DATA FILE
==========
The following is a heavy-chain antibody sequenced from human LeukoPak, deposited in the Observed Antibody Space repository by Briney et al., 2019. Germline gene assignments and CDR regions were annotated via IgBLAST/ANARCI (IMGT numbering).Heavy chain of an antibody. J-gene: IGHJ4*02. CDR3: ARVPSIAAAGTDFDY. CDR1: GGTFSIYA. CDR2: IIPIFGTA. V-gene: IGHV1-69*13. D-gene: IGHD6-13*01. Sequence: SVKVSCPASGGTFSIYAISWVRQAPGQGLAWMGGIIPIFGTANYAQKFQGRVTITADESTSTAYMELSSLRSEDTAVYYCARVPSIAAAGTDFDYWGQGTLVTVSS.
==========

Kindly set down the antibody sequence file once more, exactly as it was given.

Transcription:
The following is a heavy-chain antibody sequenced from human LeukoPak, deposited in the Observed Antibody Space repository by Briney et al., 2019. Germline gene assignments and CDR regions were annotated via IgBLAST/ANARCI (IMGT numbering).Heavy chain of an antibody. J-gene: IGHJ4*02. CDR3: ARVPSIAAAGTDFDY. CDR1: GGTFSIYA. CDR2: IIPIFGTA. V-gene: IGHV1-69*13. D-gene: IGHD6-13*01. Sequence: SVKVSCPASGGTFSIYAISWVRQAPGQGLAWMGGIIPIFGTANYAQKFQGRVTITADESTSTAYMELSSLRSEDTAVYYCARVPSIAAAGTDFDYWGQGTLVTVSS.